Thursday marks 20 years since Australia experienced its worst massacre. The Port Arthur rampage prompted a severe crackdown on firearms that saw more than 640,000 weapons turned in to authorities. In July 2015, NBC News took a look at the mass shooting and the landmark laws it sparked.
The question is often asked in the somber aftermath of a shooting massacre: how many deaths will it take before America changes its gun laws?
And while a political solution remains elusive, mass killings such as those in Charleston, Chattanooga and Lafayette continue with alarming frequency across the U.S. — a recent study found one occurs in America every two weeks.
But for Australia, a single massacre changed everything.
In 1996, Martin Bryant entered a café at the site of a historic penal colony at Port Arthur, Tasmania.
The 28-year-old ate lunch before pulling a semi-automatic rifle from his bag and embarking on a killing spree. By the time he was apprehended the next morning, 35 people were dead and 23 had been wounded. Bryant had become the worst mass-murderer in Australia's history.
"There were people everywhere — bodies," witness Lynne Beavis told the Australian Broadcasting Corporation. "It's just so indescribable what had happened in there."
She added: "I thought at the time, being a nurse, 'I've seen dead people, I've seen blood, I've seen things like this.' But what I saw in there, nobody but perhaps a soldier would know what it was like."
Australia had experienced mass shootings before, but the Port Arthur massacre shook the nation to its core. Bryant, now 48 and imprisoned for life, was later assessed to have the IQ of an 11-year-old. He told investigators that he'd paid cash for firearms at a local gun dealer.
The Australian government subsequently introduced the National Firearms Agreement — legislation that outlawed automatic and semi-automatic rifles, as well as pump-action shotguns. A nationwide gun buyback scheme also saw more than 640,000 weapons turned in to authorities.
President Barack Obama, who has been frustrated in his attempts to tighten gun control, praised the Australian reforms in the days after the Charleston massacre.
"When Australia had a mass killing … it was just so shocking the entire country said, 'Well, we're going to completely change our gun laws,' and they did. And it hasn't happened since," he told comedian Marc Maron.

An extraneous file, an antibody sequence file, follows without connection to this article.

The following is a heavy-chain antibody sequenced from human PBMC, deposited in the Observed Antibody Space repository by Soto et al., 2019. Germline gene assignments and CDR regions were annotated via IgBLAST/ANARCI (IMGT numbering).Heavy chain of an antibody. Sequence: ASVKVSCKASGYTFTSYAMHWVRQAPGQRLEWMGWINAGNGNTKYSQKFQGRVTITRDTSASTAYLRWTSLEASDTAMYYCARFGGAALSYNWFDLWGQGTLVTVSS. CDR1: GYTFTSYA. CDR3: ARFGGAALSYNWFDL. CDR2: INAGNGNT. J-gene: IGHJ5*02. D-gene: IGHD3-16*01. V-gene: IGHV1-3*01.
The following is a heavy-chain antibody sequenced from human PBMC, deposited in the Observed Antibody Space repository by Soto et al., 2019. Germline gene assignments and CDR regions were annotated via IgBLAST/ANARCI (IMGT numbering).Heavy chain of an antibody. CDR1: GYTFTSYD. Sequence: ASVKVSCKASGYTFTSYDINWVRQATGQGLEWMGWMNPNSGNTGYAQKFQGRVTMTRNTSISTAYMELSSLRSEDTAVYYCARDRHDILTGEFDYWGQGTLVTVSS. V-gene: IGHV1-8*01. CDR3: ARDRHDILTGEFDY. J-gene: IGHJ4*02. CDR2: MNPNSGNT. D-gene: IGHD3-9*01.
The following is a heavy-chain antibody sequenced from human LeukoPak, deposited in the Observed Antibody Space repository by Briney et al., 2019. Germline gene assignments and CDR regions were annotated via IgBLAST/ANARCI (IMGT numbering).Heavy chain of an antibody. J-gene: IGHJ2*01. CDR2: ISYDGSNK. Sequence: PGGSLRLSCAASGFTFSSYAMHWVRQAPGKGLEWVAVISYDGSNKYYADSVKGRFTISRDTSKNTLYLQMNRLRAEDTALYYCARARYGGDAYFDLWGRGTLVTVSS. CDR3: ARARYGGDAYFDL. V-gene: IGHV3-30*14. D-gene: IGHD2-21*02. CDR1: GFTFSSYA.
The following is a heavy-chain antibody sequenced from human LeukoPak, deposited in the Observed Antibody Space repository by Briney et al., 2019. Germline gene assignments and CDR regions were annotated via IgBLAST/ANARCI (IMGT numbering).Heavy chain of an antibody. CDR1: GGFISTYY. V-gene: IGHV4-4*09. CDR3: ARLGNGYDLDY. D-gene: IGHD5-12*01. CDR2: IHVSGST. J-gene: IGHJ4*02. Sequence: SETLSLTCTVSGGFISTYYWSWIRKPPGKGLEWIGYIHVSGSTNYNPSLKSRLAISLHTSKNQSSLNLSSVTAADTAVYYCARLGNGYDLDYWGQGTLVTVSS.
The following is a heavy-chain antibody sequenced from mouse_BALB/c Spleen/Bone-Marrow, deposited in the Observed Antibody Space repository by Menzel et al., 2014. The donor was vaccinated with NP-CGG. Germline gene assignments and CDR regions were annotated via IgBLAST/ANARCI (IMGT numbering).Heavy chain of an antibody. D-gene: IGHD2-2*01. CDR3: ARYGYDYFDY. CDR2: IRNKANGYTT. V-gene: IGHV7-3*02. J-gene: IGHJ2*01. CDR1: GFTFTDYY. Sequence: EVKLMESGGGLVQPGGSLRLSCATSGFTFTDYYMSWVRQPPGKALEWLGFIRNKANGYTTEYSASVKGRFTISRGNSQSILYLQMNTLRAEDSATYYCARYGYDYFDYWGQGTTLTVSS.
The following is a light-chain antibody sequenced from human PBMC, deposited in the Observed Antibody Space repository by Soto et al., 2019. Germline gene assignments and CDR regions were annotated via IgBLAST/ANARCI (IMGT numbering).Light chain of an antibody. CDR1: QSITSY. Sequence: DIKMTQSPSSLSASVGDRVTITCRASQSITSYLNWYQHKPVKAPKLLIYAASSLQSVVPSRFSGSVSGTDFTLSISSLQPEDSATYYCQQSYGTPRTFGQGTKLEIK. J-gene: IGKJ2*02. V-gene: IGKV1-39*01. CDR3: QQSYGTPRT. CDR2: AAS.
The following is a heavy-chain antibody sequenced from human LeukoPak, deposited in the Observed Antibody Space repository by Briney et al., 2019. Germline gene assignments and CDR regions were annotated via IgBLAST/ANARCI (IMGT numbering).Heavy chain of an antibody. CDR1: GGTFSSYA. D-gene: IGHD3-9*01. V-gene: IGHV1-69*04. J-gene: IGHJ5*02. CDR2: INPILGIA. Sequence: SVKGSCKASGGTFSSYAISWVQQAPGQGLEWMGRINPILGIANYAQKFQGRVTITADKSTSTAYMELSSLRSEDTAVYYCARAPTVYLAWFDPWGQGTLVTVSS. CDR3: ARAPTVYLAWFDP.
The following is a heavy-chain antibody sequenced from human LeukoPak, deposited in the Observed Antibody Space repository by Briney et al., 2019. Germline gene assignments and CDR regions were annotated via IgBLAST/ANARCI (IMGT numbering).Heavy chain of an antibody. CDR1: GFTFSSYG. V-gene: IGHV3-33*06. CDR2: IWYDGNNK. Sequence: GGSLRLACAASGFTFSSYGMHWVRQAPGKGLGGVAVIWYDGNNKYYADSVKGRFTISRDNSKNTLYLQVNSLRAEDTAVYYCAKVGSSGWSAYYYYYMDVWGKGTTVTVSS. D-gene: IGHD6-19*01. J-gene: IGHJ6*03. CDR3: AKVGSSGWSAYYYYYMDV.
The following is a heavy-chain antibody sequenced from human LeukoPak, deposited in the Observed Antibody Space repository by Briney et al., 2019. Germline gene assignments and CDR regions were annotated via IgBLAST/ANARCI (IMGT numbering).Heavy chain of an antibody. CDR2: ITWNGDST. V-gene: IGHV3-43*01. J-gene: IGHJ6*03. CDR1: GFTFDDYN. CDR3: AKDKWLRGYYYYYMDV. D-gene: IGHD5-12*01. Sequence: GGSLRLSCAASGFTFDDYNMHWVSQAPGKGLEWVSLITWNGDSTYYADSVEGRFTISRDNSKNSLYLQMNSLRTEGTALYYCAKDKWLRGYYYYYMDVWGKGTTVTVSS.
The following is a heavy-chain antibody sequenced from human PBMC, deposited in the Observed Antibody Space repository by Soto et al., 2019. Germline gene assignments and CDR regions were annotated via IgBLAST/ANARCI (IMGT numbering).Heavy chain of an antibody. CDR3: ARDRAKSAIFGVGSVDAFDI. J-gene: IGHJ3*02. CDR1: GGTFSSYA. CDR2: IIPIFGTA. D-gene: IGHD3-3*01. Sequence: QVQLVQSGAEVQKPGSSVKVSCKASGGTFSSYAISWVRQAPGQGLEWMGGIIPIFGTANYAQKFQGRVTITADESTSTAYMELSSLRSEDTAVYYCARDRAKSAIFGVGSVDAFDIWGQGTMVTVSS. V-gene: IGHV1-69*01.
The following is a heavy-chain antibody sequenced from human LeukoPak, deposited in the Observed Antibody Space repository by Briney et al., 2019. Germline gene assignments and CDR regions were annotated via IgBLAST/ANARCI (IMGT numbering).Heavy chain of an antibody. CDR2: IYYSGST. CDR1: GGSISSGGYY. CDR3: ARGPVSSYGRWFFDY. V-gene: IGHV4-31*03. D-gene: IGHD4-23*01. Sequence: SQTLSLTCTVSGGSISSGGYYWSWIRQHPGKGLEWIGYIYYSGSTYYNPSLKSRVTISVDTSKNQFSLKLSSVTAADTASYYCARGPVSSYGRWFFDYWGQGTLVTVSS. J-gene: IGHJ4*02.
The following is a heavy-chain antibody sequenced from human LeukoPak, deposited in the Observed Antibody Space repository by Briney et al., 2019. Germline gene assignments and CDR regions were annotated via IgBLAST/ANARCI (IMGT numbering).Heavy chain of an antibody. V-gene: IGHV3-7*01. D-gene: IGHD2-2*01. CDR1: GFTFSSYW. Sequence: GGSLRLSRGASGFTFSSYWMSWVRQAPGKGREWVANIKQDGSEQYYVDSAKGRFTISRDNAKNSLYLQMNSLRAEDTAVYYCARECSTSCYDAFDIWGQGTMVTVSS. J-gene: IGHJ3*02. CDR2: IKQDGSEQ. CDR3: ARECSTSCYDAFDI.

And he signaled in July — just hours before the Lafayette shooting rampage — that gun reform would be on the agenda during the remainder of his presidency.
"The United States of America is the one advanced nation on earth in which we do not have sufficient common-sense, gun-safety laws — even in the face of repeated mass killings," he told the BBC. "If you look at the number of Americans killed since 9/11 by terrorism, it's less than 100. If you look at the number been killed by gun violence, it's in the tens of thousands. And for us not to be able to resolve that issue has been something that is distressing."
Conservative Australian Prime Minister John Howard, a close ally of George W. Bush, faced political and public resistance to the laws. After just three months as the country's leader, Howard wore a bulletproof vest as he addressed a hostile 3,000-strong crowd opposed to the reforms.
"The laws had widespread public support but faced fierce opposition from some rural supporters … because they believed they were unfairly paying a price for the misdeeds of others," Howard told NBC News in a statement. "This resentment assisted the rise of a new political party which damaged the government at the following election."
Howard persisted with introducing the laws, and went on to win that election and lead the nation for more than a decade. He considers the reforms as a key part of his legacy.
An article published online in July by the NRA claimed there was "growing consensus" that the laws hadn't made Australians safer.
Provocatively titled "Australia: There Will Be Blood," it also stated that Obama's portrayal of Australia's gun laws was "disingenuous."
"This gun-control regime ... robbed Australians of their right to self-defense and empowered criminals, all without delivering the promised reduction in violent crime," the article claimed.
Research, however, suggests otherwise. Gun-related homicides decreased 7.5 percent per year following the reforms, while firearm-related suicides have also fallen, according to one Australian study.
Although there have been calls to revisit the laws, most Australians haven't looked back. In response to the NRA's article, one news and pop culture website wrote: "The NRA reckons Australia's anti-gun laws are 'a mistake'; Australia tells NRA to go f*** itself."
Howard acknowledges that "major cultural and historical differences" make it difficult to draw comparisons between the gun cultures in the U.S. and Australia.
"Although I had not anticipated the need to act on this matter so early in my term of government, I had always believed there was a clear link between the ready availability of guns and gun-related death," Howard said.
"The national gun control laws enacted after the Port Arthur massacre remain one of the major social reforms ... of [my] government," he added. "All the credible research both in Australia and elsewhere shows that the gun control laws have markedly reduced gun-related deaths."